I recently gave a talk at the Faith and Astronomy Workshop in Tucson, Arizona. It was wonderful to have this opportunity and to see familiar faces and to meet the new attendees as well. The talk was on the building blocks of the Milky Way.
The term “Lego” is used in particular as we now know that the Milky Way is built up from many small ‘blocks’ of material. We also have tool to see what these Legos looked like. This is because we also know that the speed of light is finite, so that when we look back in space we are necessarily also looking back in time.
Interestingly, this means that as we look out into the distant universe we are seeing objects as they looked a long time ago. If we look at a galaxy whose light took 10 billion years to reach us then we are seeing what this galaxy looked like 10 billion years ago. We have no way to know what is looks like today.
Similarly, if there are intelligent beings on a planet orbiting a star in a galaxy 10 billion light years away then they will only ever be able to observe the Milky Way as it looked 10 billion years ago. How interesting that would be! What did the Milky Way look like so long ago?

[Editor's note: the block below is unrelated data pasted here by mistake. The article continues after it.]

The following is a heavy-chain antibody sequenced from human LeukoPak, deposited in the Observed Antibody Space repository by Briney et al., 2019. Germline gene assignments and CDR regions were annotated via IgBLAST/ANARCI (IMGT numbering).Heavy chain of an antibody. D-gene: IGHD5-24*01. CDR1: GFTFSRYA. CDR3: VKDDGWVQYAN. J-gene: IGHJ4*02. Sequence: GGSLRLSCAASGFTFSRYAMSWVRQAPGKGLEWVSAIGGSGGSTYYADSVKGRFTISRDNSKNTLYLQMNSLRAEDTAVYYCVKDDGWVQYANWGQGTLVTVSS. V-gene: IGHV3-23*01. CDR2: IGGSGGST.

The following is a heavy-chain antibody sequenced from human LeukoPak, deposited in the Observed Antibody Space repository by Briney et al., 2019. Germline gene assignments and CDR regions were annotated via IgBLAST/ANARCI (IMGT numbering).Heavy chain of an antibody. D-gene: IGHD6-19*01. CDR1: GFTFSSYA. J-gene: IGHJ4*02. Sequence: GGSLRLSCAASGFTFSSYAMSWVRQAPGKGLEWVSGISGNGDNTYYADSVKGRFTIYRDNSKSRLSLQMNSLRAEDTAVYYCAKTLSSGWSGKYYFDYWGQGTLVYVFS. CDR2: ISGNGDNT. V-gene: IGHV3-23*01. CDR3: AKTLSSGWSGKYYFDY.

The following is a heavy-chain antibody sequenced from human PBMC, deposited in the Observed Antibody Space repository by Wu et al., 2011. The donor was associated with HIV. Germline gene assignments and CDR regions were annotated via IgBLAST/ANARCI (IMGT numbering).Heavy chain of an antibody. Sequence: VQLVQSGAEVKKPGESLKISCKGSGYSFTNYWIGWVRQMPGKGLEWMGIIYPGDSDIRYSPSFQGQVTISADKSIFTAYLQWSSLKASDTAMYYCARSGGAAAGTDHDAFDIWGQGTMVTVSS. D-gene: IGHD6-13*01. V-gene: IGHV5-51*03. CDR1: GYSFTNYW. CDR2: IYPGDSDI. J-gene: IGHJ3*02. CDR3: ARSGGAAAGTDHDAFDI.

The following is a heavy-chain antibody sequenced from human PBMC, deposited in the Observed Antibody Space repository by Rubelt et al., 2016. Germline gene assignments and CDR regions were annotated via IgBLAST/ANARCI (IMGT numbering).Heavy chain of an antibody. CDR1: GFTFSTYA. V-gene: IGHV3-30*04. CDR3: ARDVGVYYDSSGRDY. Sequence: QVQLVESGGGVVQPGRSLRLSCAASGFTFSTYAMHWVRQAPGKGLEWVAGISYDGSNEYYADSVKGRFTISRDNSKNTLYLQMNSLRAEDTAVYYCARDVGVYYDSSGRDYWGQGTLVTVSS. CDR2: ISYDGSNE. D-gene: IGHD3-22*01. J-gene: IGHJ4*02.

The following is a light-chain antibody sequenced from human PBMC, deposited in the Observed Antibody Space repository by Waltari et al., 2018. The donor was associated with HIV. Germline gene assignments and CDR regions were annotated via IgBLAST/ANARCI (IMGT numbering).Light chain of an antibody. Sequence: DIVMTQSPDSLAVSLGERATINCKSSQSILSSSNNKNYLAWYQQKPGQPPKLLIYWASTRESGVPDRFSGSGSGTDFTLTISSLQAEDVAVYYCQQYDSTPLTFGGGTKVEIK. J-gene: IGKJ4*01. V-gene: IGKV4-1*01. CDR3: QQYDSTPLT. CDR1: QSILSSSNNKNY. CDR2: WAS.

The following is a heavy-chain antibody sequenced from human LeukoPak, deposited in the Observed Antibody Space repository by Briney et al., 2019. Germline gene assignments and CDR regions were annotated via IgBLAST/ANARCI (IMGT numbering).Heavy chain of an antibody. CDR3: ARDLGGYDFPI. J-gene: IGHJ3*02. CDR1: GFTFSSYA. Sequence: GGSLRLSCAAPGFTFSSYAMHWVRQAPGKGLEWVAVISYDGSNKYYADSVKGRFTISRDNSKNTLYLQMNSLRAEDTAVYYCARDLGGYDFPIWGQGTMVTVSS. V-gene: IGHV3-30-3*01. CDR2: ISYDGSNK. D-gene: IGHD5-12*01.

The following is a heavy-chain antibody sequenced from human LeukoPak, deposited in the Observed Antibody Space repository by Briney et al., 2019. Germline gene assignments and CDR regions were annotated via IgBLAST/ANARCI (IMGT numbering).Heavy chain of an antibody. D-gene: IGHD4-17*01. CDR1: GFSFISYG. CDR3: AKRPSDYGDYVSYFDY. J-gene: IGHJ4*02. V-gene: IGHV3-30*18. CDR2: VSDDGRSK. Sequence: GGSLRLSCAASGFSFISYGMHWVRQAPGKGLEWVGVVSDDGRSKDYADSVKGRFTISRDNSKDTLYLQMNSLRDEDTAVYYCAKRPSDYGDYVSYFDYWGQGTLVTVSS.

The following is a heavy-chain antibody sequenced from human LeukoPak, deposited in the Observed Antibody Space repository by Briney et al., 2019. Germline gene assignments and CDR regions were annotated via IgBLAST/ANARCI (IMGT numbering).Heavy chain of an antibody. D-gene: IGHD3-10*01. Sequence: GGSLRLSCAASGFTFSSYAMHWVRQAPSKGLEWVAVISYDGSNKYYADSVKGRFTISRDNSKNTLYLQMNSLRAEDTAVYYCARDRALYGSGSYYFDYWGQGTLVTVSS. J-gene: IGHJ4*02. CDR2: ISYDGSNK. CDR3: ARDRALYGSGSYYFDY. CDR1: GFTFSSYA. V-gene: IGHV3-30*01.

With deep Hubble Space Telescope imaging we are able to see distant, faint galaxies whose light is indeed 10 billion years old. Since we say that the universe is homogeneous and the same in all directions (isotropic), pictures of such distant objects should look rather like the Milky Way did in its youth.
When we do this, we find the Milky Way does not look like a tiny spiral galaxy, nor does it look like the giant spiral galaxy that it is today, but rather it looks like it is made of tiny fragments of stars and star forming material. We now think that these galaxy fragments, or Legos, are what was built up over billions of years to achieve the spectacular spiral galaxy in which we reside.